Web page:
How Lake Trout Fishing Works

Fly fishing is a distinct and ancient angling method, most renowned as a method for catching trout and salmon.
Fly fishing is a distinct and ancient angling method, most renowned as a method for catching trout and salmon.
Keith Douglas/All Canada Photos/Getty Images

Whether­ you're looking for trophy-sized fish, peaceful scenery, good flavor or a good fight, think about fishing for lake trout. You might get a lot of fight -- and a lot of fish. The largest lake tr­out ever caught weighed in at 102 pounds (46.2 kilograms) [Source: Freshwater Fishing Canada].

You can fish for lake trout throughout most of the year, depending on how icy your favorite lake gets. And you'll get a fantastic meal -- or, if you're lucky, a dozen of them.

Lake trout have a lot of nicknames; it's possible you've already fished for lake trout and not known it. In some areas they're known as lakers. Because of the fish's high fat content, they're also known simply as fat. Other names, such as Macki­naw, Siscowet or Namaycush, are rooted in Native American languages. You might also have heard of them as humper, char, gray trout, paperbelly or landlocked salmon.

­In this article, we'll take a look at the different conditions of habitat and weather that affect lake trout fishing. We'll also go into some detail about the two most popular techniques, jigging and trolling. But first, the all-important question: Where do you want to go fishing?

Lake Trout Locations


­You can find lake trout in cooler no­rthern waters. They live throughout the Great Lakes region and Canada, as well as in Alaska, Washington, Idaho, Wyoming and much of New England. They also ap­pear in ­a few more s­outherly lakes in California, Utah, Colorado, Kentucky and Tennessee.

Lake trout prefer relatively deep waters -- up to about 100 feet (30.4 meters) -- although their depth varies greatly by season and lake size. In a spring-fed lake, lake trout might always be close to the surface. On the whole, however, you can expect to fish lake trout from the boat, not from the shore.

You'll always find more game fish near underwater formations -- sandbars, rocks, docks, shoals, wrecks, whatever. Because lake trout stay deep, you'd be well served to research the underwater topography of your lake or to buy a depth finder. In particular, if you're trolling, you should know where the major underwater barriers are. Drag your line parallel to such barriers, not perpendicular to them.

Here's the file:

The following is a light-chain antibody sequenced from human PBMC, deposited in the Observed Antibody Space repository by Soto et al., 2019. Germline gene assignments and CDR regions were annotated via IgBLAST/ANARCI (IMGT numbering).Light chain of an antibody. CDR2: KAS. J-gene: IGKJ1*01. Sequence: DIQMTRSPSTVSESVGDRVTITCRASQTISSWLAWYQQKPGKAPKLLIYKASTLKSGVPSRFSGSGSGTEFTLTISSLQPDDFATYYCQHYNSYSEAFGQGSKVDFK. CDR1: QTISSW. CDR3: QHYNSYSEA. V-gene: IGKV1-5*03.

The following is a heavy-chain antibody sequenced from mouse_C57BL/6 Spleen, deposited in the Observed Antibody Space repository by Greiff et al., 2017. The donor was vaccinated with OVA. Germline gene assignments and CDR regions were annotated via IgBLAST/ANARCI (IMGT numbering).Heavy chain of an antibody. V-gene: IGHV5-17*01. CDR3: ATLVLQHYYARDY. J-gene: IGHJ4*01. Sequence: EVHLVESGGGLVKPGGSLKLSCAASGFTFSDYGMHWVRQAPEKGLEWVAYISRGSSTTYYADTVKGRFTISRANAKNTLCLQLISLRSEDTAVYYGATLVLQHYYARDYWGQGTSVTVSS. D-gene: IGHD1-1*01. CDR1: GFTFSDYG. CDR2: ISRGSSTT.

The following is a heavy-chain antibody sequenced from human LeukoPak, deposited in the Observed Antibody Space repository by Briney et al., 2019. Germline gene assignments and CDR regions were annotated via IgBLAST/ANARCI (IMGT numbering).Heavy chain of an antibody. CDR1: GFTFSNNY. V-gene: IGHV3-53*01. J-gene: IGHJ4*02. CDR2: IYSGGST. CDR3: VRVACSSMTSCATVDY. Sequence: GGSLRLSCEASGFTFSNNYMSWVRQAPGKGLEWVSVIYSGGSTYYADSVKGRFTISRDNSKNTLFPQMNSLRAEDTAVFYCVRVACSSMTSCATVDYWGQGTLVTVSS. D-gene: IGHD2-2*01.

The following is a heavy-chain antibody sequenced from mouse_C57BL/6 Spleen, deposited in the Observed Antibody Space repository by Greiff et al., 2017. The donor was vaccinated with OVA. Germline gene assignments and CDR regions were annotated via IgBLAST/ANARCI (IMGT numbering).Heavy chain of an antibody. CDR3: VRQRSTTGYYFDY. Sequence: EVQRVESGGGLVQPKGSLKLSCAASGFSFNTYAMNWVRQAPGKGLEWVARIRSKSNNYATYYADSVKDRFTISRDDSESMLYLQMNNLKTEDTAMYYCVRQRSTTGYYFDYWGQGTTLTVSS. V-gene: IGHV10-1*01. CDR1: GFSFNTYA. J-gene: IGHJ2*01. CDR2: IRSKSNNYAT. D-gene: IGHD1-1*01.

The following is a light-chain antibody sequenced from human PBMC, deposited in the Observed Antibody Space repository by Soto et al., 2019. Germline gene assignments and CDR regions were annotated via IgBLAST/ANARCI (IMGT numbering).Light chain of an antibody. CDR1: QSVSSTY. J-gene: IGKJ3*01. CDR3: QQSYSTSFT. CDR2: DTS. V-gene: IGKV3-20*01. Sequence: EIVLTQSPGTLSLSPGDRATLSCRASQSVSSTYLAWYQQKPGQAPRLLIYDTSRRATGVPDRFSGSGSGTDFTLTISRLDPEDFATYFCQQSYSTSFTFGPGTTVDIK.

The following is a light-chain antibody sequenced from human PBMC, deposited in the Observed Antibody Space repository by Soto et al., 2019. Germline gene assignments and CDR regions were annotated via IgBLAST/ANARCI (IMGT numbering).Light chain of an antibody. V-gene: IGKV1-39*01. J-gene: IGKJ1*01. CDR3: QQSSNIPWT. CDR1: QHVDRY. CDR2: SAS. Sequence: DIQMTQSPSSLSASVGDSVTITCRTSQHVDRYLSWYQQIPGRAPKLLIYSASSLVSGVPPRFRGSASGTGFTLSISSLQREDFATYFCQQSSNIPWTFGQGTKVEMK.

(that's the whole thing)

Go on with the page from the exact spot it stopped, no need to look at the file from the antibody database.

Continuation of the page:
Look for plant growth, which attracts baitfish such as small minnows. Game fish won't be far behind. Take care, however, not to tangle your line in the plants. Stick to the edges of vegetated areas.

Location doesn't exist in a vacuum, of course. Trout move a great deal in response to different weather and temperature conditions. Find out more on the next page.


Lake Trout Fishing Conditions

La­ke trout respond to warmer weather by going deeper. They're not afraid of the sun -- they're just following baitfish. Of course, the location of the baitfish also depends on the lake: where it gets its water; whether it has formations such as inlets, shoals and sandbars; and how big it is. Take the time to research your location.

The best time of year for lake trout is often early spring. They're hungry, and they're not very discriminating about when and where they feed. That means they're easier to catch throughout the day. If the lake has only recently lost its ice, the lake trout may be right at the surface. Later in spring, they may be as low as 45 feet (13 meters) deep.

In summer, lakers swim low -- down to 100 feet (30.5 meters) in some places. They're also pickier about water conditions and feeding times. Look for calm water, and try fishing between dawn and midmorning, or at twilight. In general, you'll have better luck on an overcast day, when there's less sunlight penetrating the depths and baitfish and game fish alike feel more comfortable venturing out for a meal.

­You can usu­ally fish for lake trout until about October in the Northern Hemisphere, but in late fall, the northern lakes start to ice over. Lake trout spawn around October, which can make them more visible and more prone to take risks. If you fish during the trout spawn, remember not to overfish; you need to leave some lake trout to spawn so they'll always be around.

As you probably know, a warm, fine rain can draw fish to the surface. On a rainy day, watch the water for the movements of minnows and other baitfish. You might see them scatter suddenly. That means there's a predator -- such as a lake trout -- in the vicinity.